Like everyone, I was shocked and saddened to hear about Simon’s sudden passing. Many nice things have already been said about the kind of person, the kind of true researcher that he was. I will miss his sometimes sudden requests for enzymes for this and that project as well as discussions about a more …

Tuan Le

Just learned about Simon’s untimely passing a few minutes ago from another colleague. My sincere condolences to his family and friends. I knew Simon for a relatively short time as a post-doc in his lab. His friendly, easy-going and laidback personality suited very much the Australian manner than I am accustomed to. I will …

Aritha Dornau

“Do what you love, and you will never have to work a day in your life,” Simon once told me, in one of our weekly supervisory meetings. He said he knew this saying was greatly overused, but it was something he truly believed. Anyone who knew Simon knows that he absolutely loved being a …

Stavros Afionis

I was extremely sad to hear about Simon’s tragic accident. I met him in Brazil for the first time during a workshop for a project he was leading. He was a very nice person and I will always remember him with great respect. My condolences to his family and friends. …

Dianna Bowles

  Simon’s research with Dan Cosgrove was superb – finding and working with expansins that are now in ‘textbooks’ and no longer molecules awaiting discovery. Simon adored the natural world however large or small, with a totally open and uncluttered mind.  It was great to get him home from the US to York with …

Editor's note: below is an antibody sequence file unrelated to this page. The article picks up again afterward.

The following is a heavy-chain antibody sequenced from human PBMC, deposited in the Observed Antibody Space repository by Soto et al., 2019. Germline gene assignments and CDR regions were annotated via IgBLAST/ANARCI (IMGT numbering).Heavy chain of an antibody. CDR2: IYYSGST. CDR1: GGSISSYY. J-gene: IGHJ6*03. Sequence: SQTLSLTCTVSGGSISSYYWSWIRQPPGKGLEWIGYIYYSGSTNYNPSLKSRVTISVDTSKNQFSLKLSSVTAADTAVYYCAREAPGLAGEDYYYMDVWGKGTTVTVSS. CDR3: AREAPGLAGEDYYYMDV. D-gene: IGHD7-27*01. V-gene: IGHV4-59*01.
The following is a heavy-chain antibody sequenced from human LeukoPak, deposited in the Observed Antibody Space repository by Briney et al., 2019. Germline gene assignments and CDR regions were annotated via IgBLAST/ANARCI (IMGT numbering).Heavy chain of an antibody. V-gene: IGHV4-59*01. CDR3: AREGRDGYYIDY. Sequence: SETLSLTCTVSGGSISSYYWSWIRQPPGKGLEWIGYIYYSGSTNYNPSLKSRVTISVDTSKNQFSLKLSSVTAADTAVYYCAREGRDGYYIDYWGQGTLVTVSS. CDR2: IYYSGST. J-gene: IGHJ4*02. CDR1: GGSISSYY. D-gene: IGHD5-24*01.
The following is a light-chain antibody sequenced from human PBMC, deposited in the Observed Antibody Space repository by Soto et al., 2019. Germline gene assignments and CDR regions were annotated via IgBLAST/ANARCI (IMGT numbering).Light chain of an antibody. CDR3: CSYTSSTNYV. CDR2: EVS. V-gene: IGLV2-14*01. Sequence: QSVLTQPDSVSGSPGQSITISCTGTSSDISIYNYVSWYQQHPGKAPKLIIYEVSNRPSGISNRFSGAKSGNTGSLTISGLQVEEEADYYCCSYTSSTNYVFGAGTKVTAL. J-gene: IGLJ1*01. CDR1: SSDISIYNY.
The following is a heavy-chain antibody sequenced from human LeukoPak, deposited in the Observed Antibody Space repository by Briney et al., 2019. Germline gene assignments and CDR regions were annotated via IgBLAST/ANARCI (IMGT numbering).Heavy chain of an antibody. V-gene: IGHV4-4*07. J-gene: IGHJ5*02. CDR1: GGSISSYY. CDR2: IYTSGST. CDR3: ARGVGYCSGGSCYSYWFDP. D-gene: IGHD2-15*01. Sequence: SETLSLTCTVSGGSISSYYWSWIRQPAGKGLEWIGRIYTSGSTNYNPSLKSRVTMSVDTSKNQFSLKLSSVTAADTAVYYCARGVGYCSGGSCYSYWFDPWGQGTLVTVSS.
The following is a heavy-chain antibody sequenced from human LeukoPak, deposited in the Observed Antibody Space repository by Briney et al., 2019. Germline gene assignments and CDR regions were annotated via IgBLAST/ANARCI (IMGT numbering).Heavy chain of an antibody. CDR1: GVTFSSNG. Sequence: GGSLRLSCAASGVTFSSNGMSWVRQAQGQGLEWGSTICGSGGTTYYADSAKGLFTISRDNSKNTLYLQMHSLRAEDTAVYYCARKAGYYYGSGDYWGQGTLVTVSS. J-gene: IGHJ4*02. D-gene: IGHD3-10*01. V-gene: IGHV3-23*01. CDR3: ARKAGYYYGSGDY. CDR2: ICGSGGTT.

Charles Patmore

It is so immensely sad to lose someone with so many good qualities as Simon – friendly, patient, creative, insightful, hardworking, humourous, gentle and modest. I got to know Simon around 10 years ago while he was leading the Buddhist meditation group of the York branch of the Western Chan Fellowship. Simon was a …

Maggie Smith

Pete and I were shocked to learn of Simon’s terrible accident. Losing Simon is so sad and so sudden. Our thoughts are with Simon’s family, of course, and with his colleagues. Simon was a great scientist with an obvious sense of adventure in the research he led. He was lovely guy and he will …

Alyson Cowen

Dear Simon, my favourite Professor. As an administrator of Simon’s many research awards for several years, I always enjoyed our discussions regarding “the spend”. Such sad and shocking news and my thoughts are with Simon’s family and friends. I hope you will be comforted by all the heartfelt messages from his friends and colleagues …

Duong Nguyen

I heard from one of my colleague that Simon was passed away:(( That Was crazy. Having known him for 10 years, I was shocked when hearing that awful news. Anyone who knows Simon will always remember his kindness and friendliness.  It must be very hard for his family. I would like take this opportunity …

Steve & Sheila Fisher

We are shocked and saddened to hear Simon is no longer with us. We cannot imagine how painful this must be for his family. We had the pleasure of meeting Simon on numerous occasions, he was courteous, kind, polite, respectful, always smiling, funny, clever, just………so damn lovely. He will be remembered for his amazing …